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MKIII British Army Compass

Article about: Hi Guys, here is an item which is fresh from a garage this weekend. It comes from a neighbour of my parents. It is now resides in my collection The lady who discovered it knows I collect and

  1. #11

    Default Re: MKIII British Army Compass

    Dear Sir, I am restoring 2 MK111 British Marching Compass,s.One is in perfict condition the other one is 95% for the RSL Museum in Leonora Western Australia. The fluid that they were filled with has evaporated.I am told that it was alchol but what type and percentage.
    Regards All Glenn

  2. #12

    Default Re: MKIII British Army Compass

    Quote by glenn baker View Post
    Dear Sir, I am restoring 2 MK111 British Marching Compass,s.One is in perfict condition the other one is 95% for the RSL Museum in Leonora Western Australia. The fluid that they were filled with has evaporated.I am told that it was alchol but what type and percentage.
    Regards All Glenn
    I understand it was isopropyl alcohol (aka isopropanol) but I don't know what conc it would have been. Most restorers recommend purified kerosene as an alternative. I believe the instrument should be in a vacuum tank when the isopropyl alc is added. There is also, I believe, a hazard with restoring these instruments as they contain radioactive radium on the dials, but I'm sure you are aware of this.

    Rob

  3. #13

    Default

    Hi all
    Collecting and restoring compasses is an interesting and somewhat addictive passion, however... I see so many people with pre 1960s compasses with intentions of restoring them.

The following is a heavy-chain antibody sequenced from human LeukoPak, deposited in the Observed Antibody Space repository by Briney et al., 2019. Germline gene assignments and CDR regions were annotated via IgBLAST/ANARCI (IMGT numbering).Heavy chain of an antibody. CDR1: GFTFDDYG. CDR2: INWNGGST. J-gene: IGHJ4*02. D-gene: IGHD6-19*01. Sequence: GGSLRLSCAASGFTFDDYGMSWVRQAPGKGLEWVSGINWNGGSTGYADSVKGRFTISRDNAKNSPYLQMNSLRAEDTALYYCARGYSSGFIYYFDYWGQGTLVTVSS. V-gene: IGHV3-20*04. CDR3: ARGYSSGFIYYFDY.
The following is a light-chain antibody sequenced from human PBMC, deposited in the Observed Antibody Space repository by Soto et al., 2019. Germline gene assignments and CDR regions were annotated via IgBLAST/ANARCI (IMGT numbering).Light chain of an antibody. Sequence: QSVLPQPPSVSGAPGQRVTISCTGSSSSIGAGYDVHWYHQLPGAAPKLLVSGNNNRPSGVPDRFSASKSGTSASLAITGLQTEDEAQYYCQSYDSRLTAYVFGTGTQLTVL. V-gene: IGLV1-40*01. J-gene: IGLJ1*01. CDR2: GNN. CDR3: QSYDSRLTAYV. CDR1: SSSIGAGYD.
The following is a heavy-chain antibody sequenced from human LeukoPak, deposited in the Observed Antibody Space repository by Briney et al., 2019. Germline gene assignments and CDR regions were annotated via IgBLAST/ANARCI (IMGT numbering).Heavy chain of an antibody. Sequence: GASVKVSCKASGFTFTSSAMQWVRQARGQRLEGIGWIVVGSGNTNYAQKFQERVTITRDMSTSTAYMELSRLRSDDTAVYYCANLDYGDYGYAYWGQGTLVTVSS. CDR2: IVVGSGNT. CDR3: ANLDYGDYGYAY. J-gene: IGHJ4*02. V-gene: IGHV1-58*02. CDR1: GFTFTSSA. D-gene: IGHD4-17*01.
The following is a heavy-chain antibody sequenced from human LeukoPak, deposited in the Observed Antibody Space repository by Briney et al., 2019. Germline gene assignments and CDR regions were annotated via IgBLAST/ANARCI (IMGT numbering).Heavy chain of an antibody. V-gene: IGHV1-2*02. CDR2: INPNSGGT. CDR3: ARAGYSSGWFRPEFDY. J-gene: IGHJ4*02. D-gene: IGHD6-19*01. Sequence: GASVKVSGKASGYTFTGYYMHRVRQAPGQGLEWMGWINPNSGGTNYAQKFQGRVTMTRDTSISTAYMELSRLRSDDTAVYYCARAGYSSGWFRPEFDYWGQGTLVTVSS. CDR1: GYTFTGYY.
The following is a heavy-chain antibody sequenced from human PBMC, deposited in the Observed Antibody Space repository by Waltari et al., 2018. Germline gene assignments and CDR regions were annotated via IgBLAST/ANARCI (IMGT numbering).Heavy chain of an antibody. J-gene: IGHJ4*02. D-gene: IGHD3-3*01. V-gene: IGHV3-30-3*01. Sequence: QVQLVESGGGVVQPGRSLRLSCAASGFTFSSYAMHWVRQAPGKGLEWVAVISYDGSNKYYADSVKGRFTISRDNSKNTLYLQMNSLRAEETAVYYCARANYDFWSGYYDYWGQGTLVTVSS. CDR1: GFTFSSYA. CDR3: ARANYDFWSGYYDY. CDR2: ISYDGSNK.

I myself own several compasses my favourite of witch is my 1942 T.G.Co WWII MKIII compass similar to the one described in the thread and I would like to inform people as to the dangers related to these compasses. These compasses like so many pre 1960's compasses contain radium 266, a radioactive isotope mixed with other compounds to form a paint used for the luminosity in the compass. As radium breaks down it turns a rusty brown colour and can be found on the dial and sighting line. Inhaling and injesting air born radium particles is potentially deadly and servicing such compasses should be left to the professionals. The worst thing anyone could do is open the dial chamber and contact the fluid inside. Doom and gloom aside these compasses are relatively safe to handle although regular contact is not recommended because of the radiation leaking from the case, radium 266 produces beta and gamma radiation . The beta radiation is contained within the case however the gamma leaks out and has been recorded at levels above 30usv/h, if this compass was in your pocket on a regular basis you would well and truly exceed the safe level recommendation for radiation exposure. I have linked a few websites for your viewing on the risks of collecting radium compasses. Radiation Risks Radium Girls - Wikipedia, the free encyclopedia

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